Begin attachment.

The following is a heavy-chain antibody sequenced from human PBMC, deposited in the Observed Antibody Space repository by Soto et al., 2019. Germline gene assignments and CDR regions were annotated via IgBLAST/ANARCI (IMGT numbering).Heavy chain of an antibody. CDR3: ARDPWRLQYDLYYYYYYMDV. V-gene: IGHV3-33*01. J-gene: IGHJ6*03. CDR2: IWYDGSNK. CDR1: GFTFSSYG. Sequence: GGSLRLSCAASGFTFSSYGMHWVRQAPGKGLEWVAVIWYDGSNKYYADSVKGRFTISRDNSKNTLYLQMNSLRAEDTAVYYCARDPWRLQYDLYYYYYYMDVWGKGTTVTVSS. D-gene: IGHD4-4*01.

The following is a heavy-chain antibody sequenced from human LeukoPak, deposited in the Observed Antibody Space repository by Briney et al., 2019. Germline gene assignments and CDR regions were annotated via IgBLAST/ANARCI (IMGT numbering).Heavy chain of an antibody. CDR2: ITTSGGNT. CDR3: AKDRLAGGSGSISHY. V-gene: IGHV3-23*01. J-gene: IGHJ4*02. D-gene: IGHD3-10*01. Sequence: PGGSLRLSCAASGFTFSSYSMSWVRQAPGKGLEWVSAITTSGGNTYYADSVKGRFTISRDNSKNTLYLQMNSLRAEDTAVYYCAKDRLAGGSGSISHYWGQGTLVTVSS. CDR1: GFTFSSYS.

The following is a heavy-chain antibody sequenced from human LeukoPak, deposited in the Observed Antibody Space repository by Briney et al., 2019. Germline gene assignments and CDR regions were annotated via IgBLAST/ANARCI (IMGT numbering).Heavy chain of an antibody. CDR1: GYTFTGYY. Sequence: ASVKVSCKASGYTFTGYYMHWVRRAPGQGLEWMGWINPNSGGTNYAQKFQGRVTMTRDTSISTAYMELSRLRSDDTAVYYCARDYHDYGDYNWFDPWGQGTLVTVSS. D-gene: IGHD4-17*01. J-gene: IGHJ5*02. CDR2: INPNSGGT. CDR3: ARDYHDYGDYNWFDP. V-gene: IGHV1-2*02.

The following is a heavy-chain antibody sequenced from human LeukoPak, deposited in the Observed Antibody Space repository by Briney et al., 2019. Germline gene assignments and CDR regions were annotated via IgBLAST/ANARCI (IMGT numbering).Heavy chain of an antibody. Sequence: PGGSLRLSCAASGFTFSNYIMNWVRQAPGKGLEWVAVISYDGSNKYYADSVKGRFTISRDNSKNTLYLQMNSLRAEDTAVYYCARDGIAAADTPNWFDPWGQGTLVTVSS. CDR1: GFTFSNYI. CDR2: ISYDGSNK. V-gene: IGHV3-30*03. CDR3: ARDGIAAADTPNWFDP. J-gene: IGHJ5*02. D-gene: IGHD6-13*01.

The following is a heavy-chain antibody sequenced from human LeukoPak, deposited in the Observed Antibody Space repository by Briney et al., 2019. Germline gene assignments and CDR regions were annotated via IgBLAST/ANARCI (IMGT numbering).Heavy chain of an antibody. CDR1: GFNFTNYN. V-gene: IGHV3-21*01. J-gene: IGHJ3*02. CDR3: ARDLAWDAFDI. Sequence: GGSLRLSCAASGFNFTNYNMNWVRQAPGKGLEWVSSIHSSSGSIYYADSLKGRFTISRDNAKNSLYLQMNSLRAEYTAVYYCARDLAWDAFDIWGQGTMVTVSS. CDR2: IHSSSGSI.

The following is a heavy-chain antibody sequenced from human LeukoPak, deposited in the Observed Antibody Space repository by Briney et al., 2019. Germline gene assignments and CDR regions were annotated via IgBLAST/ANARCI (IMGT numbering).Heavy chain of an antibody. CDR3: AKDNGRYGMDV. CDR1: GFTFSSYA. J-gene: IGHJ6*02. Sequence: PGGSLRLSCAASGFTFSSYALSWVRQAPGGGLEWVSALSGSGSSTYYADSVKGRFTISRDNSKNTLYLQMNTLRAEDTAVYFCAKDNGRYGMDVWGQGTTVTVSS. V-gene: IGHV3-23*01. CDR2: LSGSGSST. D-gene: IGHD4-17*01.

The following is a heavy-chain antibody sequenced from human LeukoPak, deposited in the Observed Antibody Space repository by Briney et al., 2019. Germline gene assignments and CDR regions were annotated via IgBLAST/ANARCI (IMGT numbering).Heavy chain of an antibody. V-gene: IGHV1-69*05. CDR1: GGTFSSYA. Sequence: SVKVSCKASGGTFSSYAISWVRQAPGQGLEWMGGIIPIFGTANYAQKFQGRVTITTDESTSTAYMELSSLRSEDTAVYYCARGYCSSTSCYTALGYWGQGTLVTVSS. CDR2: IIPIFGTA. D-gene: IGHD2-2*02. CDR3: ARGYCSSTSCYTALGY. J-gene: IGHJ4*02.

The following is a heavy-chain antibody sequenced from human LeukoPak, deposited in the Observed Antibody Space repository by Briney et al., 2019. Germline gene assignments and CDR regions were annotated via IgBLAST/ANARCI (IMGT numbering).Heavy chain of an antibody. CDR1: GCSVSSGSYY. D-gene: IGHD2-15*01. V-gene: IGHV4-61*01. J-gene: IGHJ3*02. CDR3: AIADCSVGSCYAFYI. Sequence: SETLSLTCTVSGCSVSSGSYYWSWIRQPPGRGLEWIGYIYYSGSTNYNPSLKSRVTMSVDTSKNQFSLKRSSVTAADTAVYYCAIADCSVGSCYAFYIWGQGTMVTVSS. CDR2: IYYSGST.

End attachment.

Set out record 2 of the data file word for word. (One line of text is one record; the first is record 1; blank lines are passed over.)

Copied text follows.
The following is a heavy-chain antibody sequenced from human LeukoPak, deposited in the Observed Antibody Space repository by Briney et al., 2019. Germline gene assignments and CDR regions were annotated via IgBLAST/ANARCI (IMGT numbering).Heavy chain of an antibody. CDR2: ITTSGGNT. CDR3: AKDRLAGGSGSISHY. V-gene: IGHV3-23*01. J-gene: IGHJ4*02. D-gene: IGHD3-10*01. Sequence: PGGSLRLSCAASGFTFSSYSMSWVRQAPGKGLEWVSAITTSGGNTYYADSVKGRFTISRDNSKNTLYLQMNSLRAEDTAVYYCAKDRLAGGSGSISHYWGQGTLVTVSS. CDR1: GFTFSSYS.